JERUSALEM (Reuters) - Israel’s president began post-election consultations on Monday with political parties that will lead to his appointment of a candidate to form a government.
Prime Minister Benjamin Netanyahu’s nomination seemed virtually ensured after his right-wing Likud won the largest number of parliamentary seats in the April 9 ballot, and his closest rival, Benny Gantz of the centrist Blue and White party, conceded defeat.
President Reuven Rivlin said he would announce his choice on Wednesday after meeting with all of the parties that captured seats in the 120-member Knesset.
Under Israeli law, after consultations with the parties the president taps a legislator whom he believes has the best chance of forming a government, delegating 28 days, with a two-week extension if necessary, to complete the task.
Netanyahu said he intends to build a coalition with five far-right, right-wing and ultra-Orthodox Jewish parties that would give a Likud-led government 65 seats, four more than the outgoing administration he heads.
All of those parties have now said they will back Netanyahu, with the last to hold out, former Defence Minister Avigdor Lieberman of the ultranationalist Yisrael Beitenu party, pledging support late on Monday.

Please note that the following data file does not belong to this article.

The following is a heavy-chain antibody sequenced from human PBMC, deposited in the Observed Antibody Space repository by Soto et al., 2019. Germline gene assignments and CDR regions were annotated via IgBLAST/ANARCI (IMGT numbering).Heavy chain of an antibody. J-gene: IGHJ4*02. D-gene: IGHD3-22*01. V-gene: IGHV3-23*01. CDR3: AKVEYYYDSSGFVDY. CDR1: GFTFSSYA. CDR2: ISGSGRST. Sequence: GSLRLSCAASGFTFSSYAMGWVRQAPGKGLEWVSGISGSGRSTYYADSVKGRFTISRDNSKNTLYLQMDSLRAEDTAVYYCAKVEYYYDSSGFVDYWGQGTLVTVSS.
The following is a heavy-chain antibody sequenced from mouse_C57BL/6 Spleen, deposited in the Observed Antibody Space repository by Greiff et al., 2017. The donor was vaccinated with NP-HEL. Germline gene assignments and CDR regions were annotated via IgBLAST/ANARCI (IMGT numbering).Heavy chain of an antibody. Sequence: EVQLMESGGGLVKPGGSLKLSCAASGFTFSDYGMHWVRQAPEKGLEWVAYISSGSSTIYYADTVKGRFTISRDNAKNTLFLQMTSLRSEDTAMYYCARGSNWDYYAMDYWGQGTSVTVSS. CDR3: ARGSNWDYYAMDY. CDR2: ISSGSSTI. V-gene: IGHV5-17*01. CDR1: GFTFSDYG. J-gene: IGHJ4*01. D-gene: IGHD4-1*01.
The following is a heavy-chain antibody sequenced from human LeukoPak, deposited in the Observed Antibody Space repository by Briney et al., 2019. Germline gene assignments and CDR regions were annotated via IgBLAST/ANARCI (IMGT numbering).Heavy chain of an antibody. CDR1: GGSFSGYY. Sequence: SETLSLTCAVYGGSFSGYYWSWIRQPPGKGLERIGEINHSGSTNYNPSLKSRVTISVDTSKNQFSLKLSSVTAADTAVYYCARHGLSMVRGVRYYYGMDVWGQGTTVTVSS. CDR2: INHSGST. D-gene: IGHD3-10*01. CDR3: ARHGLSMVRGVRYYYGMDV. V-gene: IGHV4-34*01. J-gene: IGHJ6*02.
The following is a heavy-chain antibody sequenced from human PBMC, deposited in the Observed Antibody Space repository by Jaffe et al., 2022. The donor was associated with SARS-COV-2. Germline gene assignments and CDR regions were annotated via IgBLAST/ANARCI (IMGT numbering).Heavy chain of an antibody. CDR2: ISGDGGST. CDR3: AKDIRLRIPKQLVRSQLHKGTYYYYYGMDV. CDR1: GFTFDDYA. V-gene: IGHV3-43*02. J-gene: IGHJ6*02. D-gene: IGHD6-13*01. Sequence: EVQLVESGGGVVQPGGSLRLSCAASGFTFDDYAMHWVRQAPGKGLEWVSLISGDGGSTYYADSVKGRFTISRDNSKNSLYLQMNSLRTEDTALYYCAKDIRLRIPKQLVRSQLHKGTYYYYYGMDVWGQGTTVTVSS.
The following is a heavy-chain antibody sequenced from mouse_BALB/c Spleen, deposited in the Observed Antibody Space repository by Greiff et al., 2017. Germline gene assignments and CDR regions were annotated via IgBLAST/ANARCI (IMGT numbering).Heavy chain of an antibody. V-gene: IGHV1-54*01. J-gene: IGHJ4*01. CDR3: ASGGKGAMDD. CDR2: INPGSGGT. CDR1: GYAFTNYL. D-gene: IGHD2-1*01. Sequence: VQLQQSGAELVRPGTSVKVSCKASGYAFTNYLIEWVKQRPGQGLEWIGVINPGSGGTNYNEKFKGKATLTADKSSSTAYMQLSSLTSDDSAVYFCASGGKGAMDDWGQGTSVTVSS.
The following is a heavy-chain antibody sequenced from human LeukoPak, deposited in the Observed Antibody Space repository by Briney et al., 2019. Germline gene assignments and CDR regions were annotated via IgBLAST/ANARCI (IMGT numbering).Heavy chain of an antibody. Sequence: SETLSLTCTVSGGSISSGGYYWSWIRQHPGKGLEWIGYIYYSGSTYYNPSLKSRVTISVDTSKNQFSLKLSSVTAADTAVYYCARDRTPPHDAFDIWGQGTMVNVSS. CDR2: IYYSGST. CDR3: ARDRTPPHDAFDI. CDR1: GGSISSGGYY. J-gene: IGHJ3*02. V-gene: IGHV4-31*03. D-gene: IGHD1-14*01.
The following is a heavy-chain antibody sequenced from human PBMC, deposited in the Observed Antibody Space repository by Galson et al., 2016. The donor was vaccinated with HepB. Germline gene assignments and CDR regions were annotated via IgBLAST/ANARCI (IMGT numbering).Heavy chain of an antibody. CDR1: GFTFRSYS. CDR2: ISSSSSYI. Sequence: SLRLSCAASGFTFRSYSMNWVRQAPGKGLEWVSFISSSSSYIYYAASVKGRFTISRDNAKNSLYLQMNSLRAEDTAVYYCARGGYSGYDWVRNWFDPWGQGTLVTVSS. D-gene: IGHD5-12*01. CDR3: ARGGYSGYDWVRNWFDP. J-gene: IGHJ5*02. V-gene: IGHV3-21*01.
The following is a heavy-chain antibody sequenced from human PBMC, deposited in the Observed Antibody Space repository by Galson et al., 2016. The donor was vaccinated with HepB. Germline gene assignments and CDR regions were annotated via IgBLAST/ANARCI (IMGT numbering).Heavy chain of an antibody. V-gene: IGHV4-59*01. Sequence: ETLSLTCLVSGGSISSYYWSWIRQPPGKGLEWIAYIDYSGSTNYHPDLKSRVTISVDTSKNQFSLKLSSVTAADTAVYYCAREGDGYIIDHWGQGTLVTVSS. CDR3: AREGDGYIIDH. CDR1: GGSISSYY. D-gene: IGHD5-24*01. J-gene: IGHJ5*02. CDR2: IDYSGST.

“The country has decided and we need to honour the decision,” Lieberman said in a speech to party supporters. “Tomorrow at the president’s, we will recommend Benjamin Netanyahu as the candidate to form the government.”
Gantz, a former military chief of staff whose party won 35 parliamentary seats, would likely be next in line to try to put together a government if Netanyahu fails.
For the first time, Rivlin’s consultations with the parties were being broadcast live as part of what he described as a display of transparency in what has historically been a closed-door process in Israel.
At the meeting with Likud representatives, Culture Minister Miri Regev noted Netanyahu had won re-election despite Attorney General Avichai Mandelblit’s announcement in February that he plans to charge the prime minister in three graft cases.
Netanyahu has denied any wrongdoing. He can still argue, at a pre-trial hearing with Mandelblit whose date has not been set, against the filing of bribery and fraud charges against him.
The Israeli leader is under no legal obligation to resign if indicted.
Reporting by Jeffrey Heller; Editing by David Holmes/Mark Heinrich